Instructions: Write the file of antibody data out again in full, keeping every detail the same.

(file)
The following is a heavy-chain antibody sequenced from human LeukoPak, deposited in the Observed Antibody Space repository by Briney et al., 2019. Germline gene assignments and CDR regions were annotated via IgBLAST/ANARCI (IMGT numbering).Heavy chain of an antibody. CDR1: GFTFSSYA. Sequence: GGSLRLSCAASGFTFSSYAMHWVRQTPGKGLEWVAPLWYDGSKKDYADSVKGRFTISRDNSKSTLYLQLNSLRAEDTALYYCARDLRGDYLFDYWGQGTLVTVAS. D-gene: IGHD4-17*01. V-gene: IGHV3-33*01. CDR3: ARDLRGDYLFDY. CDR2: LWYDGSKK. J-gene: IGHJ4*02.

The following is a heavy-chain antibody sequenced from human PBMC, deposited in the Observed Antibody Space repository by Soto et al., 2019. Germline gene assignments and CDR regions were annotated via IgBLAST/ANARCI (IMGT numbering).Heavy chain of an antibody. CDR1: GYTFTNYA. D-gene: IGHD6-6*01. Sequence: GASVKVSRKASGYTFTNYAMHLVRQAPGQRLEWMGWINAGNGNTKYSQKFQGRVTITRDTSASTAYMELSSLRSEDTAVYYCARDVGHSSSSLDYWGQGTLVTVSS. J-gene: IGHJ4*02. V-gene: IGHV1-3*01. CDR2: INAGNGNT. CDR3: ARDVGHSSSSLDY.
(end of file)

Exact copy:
The following is a heavy-chain antibody sequenced from human LeukoPak, deposited in the Observed Antibody Space repository by Briney et al., 2019. Germline gene assignments and CDR regions were annotated via IgBLAST/ANARCI (IMGT numbering).Heavy chain of an antibody. CDR1: GFTFSSYA. Sequence: GGSLRLSCAASGFTFSSYAMHWVRQTPGKGLEWVAPLWYDGSKKDYADSVKGRFTISRDNSKSTLYLQLNSLRAEDTALYYCARDLRGDYLFDYWGQGTLVTVAS. D-gene: IGHD4-17*01. V-gene: IGHV3-33*01. CDR3: ARDLRGDYLFDY. CDR2: LWYDGSKK. J-gene: IGHJ4*02.

The following is a heavy-chain antibody sequenced from human PBMC, deposited in the Observed Antibody Space repository by Soto et al., 2019. Germline gene assignments and CDR regions were annotated via IgBLAST/ANARCI (IMGT numbering).Heavy chain of an antibody. CDR1: GYTFTNYA. D-gene: IGHD6-6*01. Sequence: GASVKVSRKASGYTFTNYAMHLVRQAPGQRLEWMGWINAGNGNTKYSQKFQGRVTITRDTSASTAYMELSSLRSEDTAVYYCARDVGHSSSSLDYWGQGTLVTVSS. J-gene: IGHJ4*02. V-gene: IGHV1-3*01. CDR2: INAGNGNT. CDR3: ARDVGHSSSSLDY.